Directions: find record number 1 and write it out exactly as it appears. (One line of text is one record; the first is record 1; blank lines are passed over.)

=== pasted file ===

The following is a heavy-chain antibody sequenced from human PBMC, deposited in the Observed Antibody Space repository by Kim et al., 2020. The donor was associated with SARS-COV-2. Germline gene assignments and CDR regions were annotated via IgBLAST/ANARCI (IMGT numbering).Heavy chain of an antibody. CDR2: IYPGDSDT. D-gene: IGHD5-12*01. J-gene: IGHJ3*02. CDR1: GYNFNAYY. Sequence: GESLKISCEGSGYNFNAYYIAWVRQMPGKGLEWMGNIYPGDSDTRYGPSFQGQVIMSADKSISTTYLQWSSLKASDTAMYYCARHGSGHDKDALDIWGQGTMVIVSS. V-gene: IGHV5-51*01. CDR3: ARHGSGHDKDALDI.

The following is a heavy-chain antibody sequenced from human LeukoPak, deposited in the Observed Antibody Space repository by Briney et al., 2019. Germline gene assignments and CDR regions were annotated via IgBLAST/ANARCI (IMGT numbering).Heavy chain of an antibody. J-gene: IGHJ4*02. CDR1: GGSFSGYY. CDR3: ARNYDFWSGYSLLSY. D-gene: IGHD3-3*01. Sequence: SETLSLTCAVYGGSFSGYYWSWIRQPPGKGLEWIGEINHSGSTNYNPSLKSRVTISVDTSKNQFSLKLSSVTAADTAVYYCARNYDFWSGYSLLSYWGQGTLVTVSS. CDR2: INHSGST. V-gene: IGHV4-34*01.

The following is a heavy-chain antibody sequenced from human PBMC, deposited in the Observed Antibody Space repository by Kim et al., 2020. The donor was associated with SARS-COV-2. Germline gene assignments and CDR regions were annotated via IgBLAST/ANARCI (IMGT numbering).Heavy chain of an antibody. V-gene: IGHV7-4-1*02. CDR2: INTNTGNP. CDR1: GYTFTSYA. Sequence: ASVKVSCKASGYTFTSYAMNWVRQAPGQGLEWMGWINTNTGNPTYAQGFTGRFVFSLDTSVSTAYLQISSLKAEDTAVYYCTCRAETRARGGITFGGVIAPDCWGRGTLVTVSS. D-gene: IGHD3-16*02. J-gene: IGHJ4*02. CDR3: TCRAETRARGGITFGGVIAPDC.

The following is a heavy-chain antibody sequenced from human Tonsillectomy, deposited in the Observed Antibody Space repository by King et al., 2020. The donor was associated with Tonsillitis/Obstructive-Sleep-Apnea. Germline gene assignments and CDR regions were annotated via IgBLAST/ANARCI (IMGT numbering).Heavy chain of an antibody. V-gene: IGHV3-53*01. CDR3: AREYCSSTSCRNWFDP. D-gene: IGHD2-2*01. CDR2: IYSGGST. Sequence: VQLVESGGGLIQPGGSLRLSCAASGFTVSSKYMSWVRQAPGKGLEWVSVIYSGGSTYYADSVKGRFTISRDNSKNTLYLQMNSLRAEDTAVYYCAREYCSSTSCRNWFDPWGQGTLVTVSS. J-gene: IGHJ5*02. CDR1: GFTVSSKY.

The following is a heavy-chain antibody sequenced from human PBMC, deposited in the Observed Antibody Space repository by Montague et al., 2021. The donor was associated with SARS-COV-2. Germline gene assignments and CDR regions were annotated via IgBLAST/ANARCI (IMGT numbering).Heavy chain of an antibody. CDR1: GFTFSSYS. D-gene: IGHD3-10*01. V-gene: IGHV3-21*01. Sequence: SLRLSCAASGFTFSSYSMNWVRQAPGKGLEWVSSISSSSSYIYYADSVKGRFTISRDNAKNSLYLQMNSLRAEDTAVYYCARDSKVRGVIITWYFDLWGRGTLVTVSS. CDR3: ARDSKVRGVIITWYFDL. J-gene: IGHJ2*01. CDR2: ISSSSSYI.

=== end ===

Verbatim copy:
The following is a heavy-chain antibody sequenced from human PBMC, deposited in the Observed Antibody Space repository by Kim et al., 2020. The donor was associated with SARS-COV-2. Germline gene assignments and CDR regions were annotated via IgBLAST/ANARCI (IMGT numbering).Heavy chain of an antibody. CDR2: IYPGDSDT. D-gene: IGHD5-12*01. J-gene: IGHJ3*02. CDR1: GYNFNAYY. Sequence: GESLKISCEGSGYNFNAYYIAWVRQMPGKGLEWMGNIYPGDSDTRYGPSFQGQVIMSADKSISTTYLQWSSLKASDTAMYYCARHGSGHDKDALDIWGQGTMVIVSS. V-gene: IGHV5-51*01. CDR3: ARHGSGHDKDALDI.